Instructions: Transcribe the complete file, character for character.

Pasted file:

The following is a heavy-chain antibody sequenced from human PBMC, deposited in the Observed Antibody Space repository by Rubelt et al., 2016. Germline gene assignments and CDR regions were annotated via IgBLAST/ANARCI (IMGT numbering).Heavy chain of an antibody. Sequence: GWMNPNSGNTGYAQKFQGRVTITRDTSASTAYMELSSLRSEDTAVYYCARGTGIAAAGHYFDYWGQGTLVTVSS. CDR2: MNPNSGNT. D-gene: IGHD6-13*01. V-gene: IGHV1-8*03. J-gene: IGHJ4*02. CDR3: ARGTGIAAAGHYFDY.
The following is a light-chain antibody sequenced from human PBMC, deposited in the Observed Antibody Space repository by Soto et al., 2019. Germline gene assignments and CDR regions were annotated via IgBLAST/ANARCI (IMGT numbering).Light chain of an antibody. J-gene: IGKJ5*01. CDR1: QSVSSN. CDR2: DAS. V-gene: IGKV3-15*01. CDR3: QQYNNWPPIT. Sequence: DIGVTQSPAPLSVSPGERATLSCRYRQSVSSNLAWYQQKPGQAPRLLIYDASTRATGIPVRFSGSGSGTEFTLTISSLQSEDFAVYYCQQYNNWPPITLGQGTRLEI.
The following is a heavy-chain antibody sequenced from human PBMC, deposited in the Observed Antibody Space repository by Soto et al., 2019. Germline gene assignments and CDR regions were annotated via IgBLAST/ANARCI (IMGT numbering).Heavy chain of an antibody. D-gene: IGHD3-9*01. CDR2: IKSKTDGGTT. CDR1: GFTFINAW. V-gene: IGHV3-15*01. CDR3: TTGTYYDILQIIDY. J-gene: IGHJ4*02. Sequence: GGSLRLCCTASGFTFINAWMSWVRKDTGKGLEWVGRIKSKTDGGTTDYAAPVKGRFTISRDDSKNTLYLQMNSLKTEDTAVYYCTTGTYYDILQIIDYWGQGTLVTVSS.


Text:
The following is a heavy-chain antibody sequenced from human PBMC, deposited in the Observed Antibody Space repository by Rubelt et al., 2016. Germline gene assignments and CDR regions were annotated via IgBLAST/ANARCI (IMGT numbering).Heavy chain of an antibody. Sequence: GWMNPNSGNTGYAQKFQGRVTITRDTSASTAYMELSSLRSEDTAVYYCARGTGIAAAGHYFDYWGQGTLVTVSS. CDR2: MNPNSGNT. D-gene: IGHD6-13*01. V-gene: IGHV1-8*03. J-gene: IGHJ4*02. CDR3: ARGTGIAAAGHYFDY.
The following is a light-chain antibody sequenced from human PBMC, deposited in the Observed Antibody Space repository by Soto et al., 2019. Germline gene assignments and CDR regions were annotated via IgBLAST/ANARCI (IMGT numbering).Light chain of an antibody. J-gene: IGKJ5*01. CDR1: QSVSSN. CDR2: DAS. V-gene: IGKV3-15*01. CDR3: QQYNNWPPIT. Sequence: DIGVTQSPAPLSVSPGERATLSCRYRQSVSSNLAWYQQKPGQAPRLLIYDASTRATGIPVRFSGSGSGTEFTLTISSLQSEDFAVYYCQQYNNWPPITLGQGTRLEI.
The following is a heavy-chain antibody sequenced from human PBMC, deposited in the Observed Antibody Space repository by Soto et al., 2019. Germline gene assignments and CDR regions were annotated via IgBLAST/ANARCI (IMGT numbering).Heavy chain of an antibody. D-gene: IGHD3-9*01. CDR2: IKSKTDGGTT. CDR1: GFTFINAW. V-gene: IGHV3-15*01. CDR3: TTGTYYDILQIIDY. J-gene: IGHJ4*02. Sequence: GGSLRLCCTASGFTFINAWMSWVRKDTGKGLEWVGRIKSKTDGGTTDYAAPVKGRFTISRDDSKNTLYLQMNSLKTEDTAVYYCTTGTYYDILQIIDYWGQGTLVTVSS.